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Sample Motion to Suppress – Illegal Stop / No Probable Cause
Lyons, Snyder & Collin posted a copy of a Motion to Suppress recently filed by our criminal defense attorneys in the Circuit Court of Broward County, Florida. Lyons, Snyder & Collin have deleted the names of the Defendant and Police Officers for privacy reasons. The basis of the Motion is that law enforcement (Fort Lauderdale Police) did not have probable cause to effectuate a traffic stop of our client’s vehicle. Please note that the spacing and/or citations are slightly distorted as a result of posting the Motion to the website.
IN THE CIRCUIT COURT OF THE 17TH JUDICIAL CIRCUIT IN AND FOR BROWARD COUNTY, FLORIDA
STATE OF FLORIDA, Case No.: xx-xxxxxCF10A Plaintiff, Judge: PORTER
xxxxxx, xxxxxx, Defendant. _____________________/
MOTION TO SUPPRESS
COMES NOW the Defendant, by and through his undersigned attorney pursuant to Rules 3.190(h), (i), Florida Rules of Criminal Procedure, and moves this Honorable Court to suppress all evidence stemming from the illegal stop and arrest of the Defendant and as grounds in support of said motion states as follows:
Memorandum of Law
I. Fort Lauderdale Police Did Not Have Probable Cause to Effectuate a Traffic Stop
The Officer’s actions in this case must be scrutinized carefully in light of the Constitutional requirements which must be adhered to when there is any search and seizure by a State official. The Officer’s actions in this matter does not pass constitutional muster because he did not have probable cause to stop the vehicle for any traffic infraction.
In Whren v. United States, 517 U.S. 806 (1996), the Supreme Court of the United States held that the constitutional reasonableness of traffic stops does not depend on the actual motivations of the individual involved. Although Whren and its progeny have stood for the position that an officer’s reason(s) to initiate a stop are immaterial and such a stop is reasonable when the officer has probable cause to believe that a traffic violation has occurred, it is still necessary to consider the officer’s motivations and scrutinize their credibility to ensure that the traffic violation actually occurred. The objective test in determining the constitutional validity of a traffic stop asks only whether any probable cause for the stop existed, making the subjective knowledge, motivation or intention of the individual officer involved wholly irrelevant. Id.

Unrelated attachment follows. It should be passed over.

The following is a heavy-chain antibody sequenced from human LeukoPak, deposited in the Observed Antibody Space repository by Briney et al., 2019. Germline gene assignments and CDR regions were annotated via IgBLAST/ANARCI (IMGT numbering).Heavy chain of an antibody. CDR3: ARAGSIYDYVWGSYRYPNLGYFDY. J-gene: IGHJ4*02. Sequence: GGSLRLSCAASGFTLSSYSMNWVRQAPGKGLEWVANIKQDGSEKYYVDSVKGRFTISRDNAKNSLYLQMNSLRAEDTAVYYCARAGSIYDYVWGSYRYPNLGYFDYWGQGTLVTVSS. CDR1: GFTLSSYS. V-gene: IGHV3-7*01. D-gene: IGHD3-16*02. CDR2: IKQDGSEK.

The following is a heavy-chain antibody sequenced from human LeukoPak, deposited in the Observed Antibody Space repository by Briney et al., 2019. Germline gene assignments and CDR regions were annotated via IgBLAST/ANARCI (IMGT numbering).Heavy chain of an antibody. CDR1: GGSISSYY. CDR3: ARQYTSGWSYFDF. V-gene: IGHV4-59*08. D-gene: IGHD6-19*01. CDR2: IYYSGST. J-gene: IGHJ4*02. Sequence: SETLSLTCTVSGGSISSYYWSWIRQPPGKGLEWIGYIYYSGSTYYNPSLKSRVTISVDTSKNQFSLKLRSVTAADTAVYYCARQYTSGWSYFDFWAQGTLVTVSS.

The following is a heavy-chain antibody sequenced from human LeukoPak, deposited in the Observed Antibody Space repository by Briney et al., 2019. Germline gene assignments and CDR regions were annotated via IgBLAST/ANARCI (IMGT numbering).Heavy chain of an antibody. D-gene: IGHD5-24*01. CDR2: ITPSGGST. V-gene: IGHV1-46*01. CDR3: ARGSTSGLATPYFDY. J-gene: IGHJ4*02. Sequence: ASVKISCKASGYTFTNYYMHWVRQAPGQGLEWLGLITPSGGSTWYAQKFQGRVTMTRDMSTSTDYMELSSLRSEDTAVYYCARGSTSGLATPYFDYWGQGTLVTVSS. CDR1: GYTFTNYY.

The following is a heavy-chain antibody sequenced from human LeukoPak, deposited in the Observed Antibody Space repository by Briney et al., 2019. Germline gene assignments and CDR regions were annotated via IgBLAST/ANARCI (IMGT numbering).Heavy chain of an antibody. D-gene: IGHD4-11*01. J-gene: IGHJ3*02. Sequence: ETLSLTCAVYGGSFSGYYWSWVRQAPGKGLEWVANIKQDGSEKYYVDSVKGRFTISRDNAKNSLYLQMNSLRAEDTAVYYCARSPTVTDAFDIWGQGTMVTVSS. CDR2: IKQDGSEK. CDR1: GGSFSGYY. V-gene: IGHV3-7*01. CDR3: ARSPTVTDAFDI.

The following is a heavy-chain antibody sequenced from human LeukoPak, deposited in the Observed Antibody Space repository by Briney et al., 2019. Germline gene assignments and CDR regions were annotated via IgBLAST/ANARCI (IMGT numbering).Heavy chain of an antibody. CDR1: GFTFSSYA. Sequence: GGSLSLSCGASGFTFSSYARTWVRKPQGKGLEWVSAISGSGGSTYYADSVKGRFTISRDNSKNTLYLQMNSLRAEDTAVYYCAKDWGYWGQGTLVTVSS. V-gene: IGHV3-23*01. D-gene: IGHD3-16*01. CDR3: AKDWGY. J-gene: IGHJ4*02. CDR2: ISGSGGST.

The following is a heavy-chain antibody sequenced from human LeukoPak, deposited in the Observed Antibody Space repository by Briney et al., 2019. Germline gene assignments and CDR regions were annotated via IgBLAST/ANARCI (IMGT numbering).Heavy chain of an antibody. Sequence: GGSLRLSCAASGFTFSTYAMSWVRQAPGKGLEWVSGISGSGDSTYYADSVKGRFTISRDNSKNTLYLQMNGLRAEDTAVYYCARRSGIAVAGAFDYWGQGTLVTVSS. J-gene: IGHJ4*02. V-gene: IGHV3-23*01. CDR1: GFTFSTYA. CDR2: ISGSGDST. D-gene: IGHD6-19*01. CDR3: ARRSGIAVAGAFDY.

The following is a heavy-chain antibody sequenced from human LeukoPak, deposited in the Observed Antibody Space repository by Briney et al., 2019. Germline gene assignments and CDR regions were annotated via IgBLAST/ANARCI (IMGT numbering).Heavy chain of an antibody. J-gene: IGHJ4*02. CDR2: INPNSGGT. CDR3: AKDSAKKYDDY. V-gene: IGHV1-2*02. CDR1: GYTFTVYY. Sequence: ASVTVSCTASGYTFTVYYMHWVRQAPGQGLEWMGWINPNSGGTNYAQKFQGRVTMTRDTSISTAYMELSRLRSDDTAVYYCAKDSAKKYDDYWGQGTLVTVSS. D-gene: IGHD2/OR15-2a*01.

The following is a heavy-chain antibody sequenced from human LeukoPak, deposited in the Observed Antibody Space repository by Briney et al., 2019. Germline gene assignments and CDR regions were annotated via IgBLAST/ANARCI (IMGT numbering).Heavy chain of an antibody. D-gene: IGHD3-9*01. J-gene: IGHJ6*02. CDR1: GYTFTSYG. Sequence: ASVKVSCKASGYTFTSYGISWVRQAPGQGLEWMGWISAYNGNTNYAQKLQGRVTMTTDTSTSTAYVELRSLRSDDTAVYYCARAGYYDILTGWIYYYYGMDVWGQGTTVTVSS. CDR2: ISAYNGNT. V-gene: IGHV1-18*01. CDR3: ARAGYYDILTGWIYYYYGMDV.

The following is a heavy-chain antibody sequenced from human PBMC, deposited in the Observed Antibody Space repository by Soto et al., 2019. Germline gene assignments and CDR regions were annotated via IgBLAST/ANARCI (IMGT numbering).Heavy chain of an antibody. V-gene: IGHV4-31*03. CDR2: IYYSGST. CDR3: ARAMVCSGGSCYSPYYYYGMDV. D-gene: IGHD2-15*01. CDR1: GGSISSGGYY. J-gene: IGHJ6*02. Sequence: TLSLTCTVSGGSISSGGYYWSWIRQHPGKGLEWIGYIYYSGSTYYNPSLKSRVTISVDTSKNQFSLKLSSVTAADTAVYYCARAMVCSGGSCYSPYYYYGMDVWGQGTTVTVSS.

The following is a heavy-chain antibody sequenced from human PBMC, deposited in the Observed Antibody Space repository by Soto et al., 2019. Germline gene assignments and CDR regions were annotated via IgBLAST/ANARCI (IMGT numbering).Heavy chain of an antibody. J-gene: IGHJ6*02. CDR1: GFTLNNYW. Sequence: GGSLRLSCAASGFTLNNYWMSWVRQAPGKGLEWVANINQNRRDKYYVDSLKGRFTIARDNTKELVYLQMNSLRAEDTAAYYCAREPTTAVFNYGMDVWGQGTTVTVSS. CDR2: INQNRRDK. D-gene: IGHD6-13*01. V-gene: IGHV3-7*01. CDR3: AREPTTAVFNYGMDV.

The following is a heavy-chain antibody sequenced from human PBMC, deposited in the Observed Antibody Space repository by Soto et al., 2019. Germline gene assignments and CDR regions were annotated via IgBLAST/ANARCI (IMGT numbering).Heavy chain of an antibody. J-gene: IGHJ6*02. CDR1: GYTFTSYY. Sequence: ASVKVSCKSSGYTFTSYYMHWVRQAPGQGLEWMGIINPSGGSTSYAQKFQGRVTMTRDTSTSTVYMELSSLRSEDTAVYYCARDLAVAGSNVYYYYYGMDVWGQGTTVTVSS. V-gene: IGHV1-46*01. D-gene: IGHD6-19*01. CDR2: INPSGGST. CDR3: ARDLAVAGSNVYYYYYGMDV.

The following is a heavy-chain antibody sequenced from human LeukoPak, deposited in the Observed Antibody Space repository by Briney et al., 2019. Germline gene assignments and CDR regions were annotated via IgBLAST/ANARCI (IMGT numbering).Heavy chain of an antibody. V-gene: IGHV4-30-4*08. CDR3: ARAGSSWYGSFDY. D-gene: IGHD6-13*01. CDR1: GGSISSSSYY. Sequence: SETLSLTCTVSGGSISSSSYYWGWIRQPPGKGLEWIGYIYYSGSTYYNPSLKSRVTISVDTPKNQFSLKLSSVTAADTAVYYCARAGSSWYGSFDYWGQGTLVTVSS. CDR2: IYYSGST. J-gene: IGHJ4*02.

When one turns to the facts of the present case, one cannot come to the conclusion that under the totality of the circumstances, any reasonable officer would have stopped Mr. xxxxxx vehicle for a violation of “Music Audible over 100 feet.” The Fort Lauderdale Police Department’s stop of Mr. xxxxx’s vehicle was pre-textual as Mr. xxxxx was not committing any violation of the law. Of significance, the Fort Lauderdale Police did not: (1) measure the distance from their vehicle to the Defendant’s vehicle to ensure that they had probable cause to effectuate a traffic stop under Florida Statute 316.3045(1)(a); (2) use any mechanism to gauge the level of sound emanating from the Defendant’s vehicle at the time of the stop; and (3) use any mechanism to record the maximum level of sound that could emanating from the Defendant’s stock radio.
In White v. State, 619 So.2d 429 (Fla. 1st D.C.A., 1993), the First District Court of Appeals held (under very similar facts) that a traffic stop of the Defendant for “playing the radio too loud” was pre-textual and not supported by the evidence. The Court held that the State could not prove that under such facts and circumstances that a reasonable officer would have stopped the vehicle absent an additional invalid purpose. 
Although White was decided Pre-Whren, the case is still considered “good law” and the reasoning behind the Court’s ruling remains significant. Seemingly, the Court placed a considerable amount of weight in that “the police officer in White was unable to show that his actions were consistent with his usual practice or with the actions of a reasonable officer” or that “police officers (in general) ever stopped vehicles for such a purpose [loud music].”